"A key issue of debate is the intensity of training and how the day-to-day training intensity should be distributed." (Esteve et al., 2007)
In this second section, you can access comprehensive information about all the training sessions the athlete has performed.
In this section, you can explore the distribution of training sessions performed by type, represented by a pie chart. The pie chart visually displays the proportion of sessions falling into each category, such as Race, Aerobic, Tempo, Sprint, and more.
To the right of the pie chart, you'll find a table presenting detailed statistics for each session type:
- 1.Number of Sessions: The total count of sessions recorded for each session type.
- 2.Total Duration: The cumulative duration of all sessions within each session type.
- 3.Average Duration: The average duration of sessions within each session type, calculated by dividing the total duration by the number of sessions.
- 4.Average RPE: The average Rating of Perceived Exertion (RPE) for sessions within each session type. RPE is a subjective measure of how hard the athlete perceived the training session.
The chart presents box plots for each intensity, and by hovering your mouse over any of the box plots, you can access essential statistics such as:
- 1.Maximum Value: The highest intensity level achieved during the lap type.
- 2.Minimum Value: The lowest intensity level recorded during the lap type.
- 3.Average: The average intensity level for the lap type.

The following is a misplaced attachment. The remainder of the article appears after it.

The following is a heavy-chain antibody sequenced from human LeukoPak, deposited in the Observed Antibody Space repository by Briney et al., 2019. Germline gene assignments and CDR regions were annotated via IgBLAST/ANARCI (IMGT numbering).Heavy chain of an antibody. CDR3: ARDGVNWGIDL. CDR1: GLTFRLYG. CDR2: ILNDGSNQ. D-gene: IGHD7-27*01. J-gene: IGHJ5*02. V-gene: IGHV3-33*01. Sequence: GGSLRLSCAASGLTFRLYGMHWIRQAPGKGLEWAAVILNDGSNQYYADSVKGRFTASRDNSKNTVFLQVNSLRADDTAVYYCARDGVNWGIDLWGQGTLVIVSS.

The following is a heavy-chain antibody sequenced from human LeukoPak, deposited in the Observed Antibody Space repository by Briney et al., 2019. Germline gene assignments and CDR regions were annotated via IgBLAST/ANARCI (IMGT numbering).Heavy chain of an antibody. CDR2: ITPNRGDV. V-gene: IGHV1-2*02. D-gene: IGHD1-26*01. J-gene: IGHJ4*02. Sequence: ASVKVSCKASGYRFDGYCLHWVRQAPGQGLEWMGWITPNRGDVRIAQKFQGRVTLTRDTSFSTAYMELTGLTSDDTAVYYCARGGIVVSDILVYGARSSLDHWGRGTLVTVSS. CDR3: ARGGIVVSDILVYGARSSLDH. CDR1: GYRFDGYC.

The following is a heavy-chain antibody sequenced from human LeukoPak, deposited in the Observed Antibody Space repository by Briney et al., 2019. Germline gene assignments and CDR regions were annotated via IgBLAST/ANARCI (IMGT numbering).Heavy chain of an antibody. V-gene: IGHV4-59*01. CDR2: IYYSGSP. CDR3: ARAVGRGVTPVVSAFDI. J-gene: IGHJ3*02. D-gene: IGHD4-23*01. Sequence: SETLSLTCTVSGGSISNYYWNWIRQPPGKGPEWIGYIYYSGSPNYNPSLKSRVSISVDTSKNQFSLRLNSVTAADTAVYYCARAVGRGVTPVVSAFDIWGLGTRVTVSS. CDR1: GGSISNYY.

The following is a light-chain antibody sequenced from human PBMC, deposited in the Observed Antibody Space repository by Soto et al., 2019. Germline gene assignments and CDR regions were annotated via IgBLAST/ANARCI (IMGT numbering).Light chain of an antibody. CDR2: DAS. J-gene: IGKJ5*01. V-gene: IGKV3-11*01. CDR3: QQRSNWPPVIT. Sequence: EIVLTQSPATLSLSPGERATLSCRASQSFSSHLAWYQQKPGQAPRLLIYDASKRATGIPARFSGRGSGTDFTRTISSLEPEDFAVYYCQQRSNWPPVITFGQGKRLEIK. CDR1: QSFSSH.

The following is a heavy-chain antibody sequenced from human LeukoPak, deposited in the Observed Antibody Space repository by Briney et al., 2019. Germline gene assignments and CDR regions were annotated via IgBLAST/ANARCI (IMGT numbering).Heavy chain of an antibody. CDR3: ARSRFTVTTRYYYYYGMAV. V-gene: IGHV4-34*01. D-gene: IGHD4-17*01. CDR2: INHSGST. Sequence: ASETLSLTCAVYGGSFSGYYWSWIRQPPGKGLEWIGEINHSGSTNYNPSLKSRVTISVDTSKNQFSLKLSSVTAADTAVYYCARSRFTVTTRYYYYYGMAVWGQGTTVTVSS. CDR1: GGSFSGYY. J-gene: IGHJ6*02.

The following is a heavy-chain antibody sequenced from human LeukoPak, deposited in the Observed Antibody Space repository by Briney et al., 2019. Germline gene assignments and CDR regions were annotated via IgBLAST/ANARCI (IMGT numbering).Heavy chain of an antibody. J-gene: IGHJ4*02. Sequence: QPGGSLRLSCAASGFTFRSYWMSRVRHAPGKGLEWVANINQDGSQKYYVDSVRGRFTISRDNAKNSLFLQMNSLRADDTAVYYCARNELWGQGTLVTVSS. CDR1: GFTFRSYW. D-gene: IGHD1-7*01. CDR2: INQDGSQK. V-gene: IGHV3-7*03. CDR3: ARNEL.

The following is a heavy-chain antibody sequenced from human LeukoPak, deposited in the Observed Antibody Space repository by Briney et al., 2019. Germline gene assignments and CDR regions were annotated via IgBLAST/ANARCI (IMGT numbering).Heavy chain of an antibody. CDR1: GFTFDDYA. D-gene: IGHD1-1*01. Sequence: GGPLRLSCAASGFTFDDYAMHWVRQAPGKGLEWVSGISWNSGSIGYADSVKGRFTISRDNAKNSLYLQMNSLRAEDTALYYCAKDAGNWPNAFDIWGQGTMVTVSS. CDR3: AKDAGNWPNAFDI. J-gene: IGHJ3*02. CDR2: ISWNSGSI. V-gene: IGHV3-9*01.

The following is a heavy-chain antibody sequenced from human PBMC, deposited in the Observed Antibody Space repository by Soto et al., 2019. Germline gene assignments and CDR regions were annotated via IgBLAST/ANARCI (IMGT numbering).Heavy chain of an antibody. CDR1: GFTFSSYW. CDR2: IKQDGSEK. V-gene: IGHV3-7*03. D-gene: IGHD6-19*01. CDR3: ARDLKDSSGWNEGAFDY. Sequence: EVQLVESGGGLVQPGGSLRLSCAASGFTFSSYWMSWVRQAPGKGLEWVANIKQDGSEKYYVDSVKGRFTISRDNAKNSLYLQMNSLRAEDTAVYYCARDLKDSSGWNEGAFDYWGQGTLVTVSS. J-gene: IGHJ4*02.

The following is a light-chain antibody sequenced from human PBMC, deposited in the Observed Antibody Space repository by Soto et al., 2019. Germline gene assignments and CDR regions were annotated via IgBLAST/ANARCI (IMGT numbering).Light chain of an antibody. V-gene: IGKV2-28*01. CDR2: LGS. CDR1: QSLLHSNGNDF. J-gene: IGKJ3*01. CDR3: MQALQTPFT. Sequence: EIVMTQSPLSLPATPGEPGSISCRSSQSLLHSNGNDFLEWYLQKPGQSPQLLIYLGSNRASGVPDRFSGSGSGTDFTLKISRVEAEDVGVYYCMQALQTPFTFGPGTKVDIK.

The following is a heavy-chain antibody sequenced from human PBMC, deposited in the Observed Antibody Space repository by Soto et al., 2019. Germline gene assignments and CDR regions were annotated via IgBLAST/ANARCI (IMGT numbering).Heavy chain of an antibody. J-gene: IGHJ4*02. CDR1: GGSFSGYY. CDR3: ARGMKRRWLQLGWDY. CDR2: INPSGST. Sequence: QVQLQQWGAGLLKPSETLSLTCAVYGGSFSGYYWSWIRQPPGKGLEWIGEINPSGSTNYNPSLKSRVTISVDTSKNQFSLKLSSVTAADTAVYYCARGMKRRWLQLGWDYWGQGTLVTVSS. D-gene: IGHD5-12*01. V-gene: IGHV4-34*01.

- 4.Median: The median intensity level, representing the middle value in the data distribution.
- 5.Quartiles: The different quartiles, which divide the data into four equal parts, indicating the spread and central tendency of the intensity distribution.
This chart serves as a powerful tool for monitoring the intensity of sessions and verifying if they align with the planned training objectives. You can quickly identify any laps with excessive or inadequate power levels, helping you detect poor-quality workouts. By comparing the actual intensity distribution to the intended training targets, you can make necessary adjustments to optimize future training sessions.
If you wish, you can uncheck the lap types to select only what you want to analyze.
The Laps Intensity by Duration scatter plot is a powerful visual tool that provides valuable insights into the athlete's performance during different intervals. The plot positions each lap based on its average power and duration and is complemented by the record power profile curve.
In this scatter plot:
- 1.Duration: The x-axis displays the duration of each lap, indicating the length of the training session.
- 2.Average Power: The y-axis represents the average power for each lap, showing the intensity level of the session.
- 3.Record Power Profile Curve: The record power profile curve provides a reference line, allowing you to compare each lap's performance to the athlete's historical best power performances across various durations.
- 4.Color-Coding: Each lap is color-coded based on its intensity. The color-coding aids in quickly identifying patterns and trends for specific lap types.